Now that the Interstate 90 interchange at Route 23 in Marengo is operational, conversations at the city's annual State of the Community breakfast on Wednesday focused on economic development in the surrounding area.
Marengo City Administrator Joshua Blakemore said the city recently was awarded a $26.9 million grant from a state capital bill for three purposes: the extension of utilities within the interchange area, additional work to the city's wastewater treatment plant to accommodate new growth and remediation efforts to prevent groundwater from flooding into the wastewater plant's sanitary system.
Incentives for businesses entering an enterprise zone may include tax credits off the income taxes of the total costs of a qualified project, or the option not to pay the state’s portion of a sales tax for building materials for a qualified project.
“When we’re competing for a large-scale economic development or industrial development, it’s not Marengo competing against Woodstock competing against Harvard competing against Huntley,” Blakemore said. “It’s McHenry County competing against Wisconsin competing against Lake County competing against Cook County so it very much allows for a joint unified effort and we’re big believers that what’s good for the region is what’s good for Marengo.”
Additional property tax revenue from new development could help to offset the city’s growing police pension obligations.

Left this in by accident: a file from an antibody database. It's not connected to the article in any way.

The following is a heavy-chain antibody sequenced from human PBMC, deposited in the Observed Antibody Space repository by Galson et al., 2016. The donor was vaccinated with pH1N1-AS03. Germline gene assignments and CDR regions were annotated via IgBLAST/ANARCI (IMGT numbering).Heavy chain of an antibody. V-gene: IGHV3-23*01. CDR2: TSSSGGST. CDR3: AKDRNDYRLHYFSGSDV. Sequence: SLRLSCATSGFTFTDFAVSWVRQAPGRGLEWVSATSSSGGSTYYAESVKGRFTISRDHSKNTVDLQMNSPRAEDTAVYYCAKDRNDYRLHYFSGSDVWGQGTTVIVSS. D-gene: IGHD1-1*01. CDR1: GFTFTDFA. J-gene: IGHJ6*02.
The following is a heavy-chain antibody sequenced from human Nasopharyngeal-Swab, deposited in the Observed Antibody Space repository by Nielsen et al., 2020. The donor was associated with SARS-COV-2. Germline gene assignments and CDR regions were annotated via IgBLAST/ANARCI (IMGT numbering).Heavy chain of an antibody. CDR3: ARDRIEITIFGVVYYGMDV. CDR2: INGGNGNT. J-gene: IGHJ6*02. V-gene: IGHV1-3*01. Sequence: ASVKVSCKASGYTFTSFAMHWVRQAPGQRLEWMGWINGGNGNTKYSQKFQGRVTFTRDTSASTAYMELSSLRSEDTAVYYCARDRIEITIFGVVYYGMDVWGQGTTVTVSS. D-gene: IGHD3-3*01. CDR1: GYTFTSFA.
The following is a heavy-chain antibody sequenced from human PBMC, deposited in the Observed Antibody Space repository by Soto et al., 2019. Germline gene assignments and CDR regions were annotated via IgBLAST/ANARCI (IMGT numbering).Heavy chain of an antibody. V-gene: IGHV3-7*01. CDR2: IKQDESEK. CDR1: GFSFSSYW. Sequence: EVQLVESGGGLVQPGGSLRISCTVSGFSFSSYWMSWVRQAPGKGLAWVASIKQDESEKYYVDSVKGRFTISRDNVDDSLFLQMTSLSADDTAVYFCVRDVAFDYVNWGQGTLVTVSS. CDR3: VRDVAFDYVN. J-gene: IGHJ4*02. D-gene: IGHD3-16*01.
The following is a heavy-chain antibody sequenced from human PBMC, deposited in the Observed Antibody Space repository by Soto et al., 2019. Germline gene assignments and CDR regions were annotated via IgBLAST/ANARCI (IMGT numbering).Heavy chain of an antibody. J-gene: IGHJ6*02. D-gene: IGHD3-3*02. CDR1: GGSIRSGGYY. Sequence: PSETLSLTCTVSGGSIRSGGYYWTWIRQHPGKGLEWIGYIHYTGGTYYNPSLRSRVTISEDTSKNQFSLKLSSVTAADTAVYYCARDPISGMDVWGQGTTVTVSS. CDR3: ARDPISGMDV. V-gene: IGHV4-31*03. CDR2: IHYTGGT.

Last year, Blakemore said Marengo’s general fund budget was about $4 million, $450,000 of which had to go to police pension contributions. This fiscal year, Blakemore said around $550,000 of the city’s $4.5 million general fund budget went to the police pensions, representing a $100,000 increase in money earmarked for police pensions.
Jim McConoughey, president of the McHenry County Economic Development Corporation, said one of the key development factors where the city may fall short is in data communications, which he said was the 21st century equivalent of having a drinking water system that is safe to use in a development area.
“The characterization of getting that data hub in is either going to make you or break you in the overall development of those primary jobs,” McConoughey said.
“There’s not a factory that we can open up [and] there’s not a business that we can open up anywhere in McHenry County that isn’t livewired [or] hardwired to data systems and their communications strategies are equal to what the potable water and their electricity and their natural gas systems are,” he said.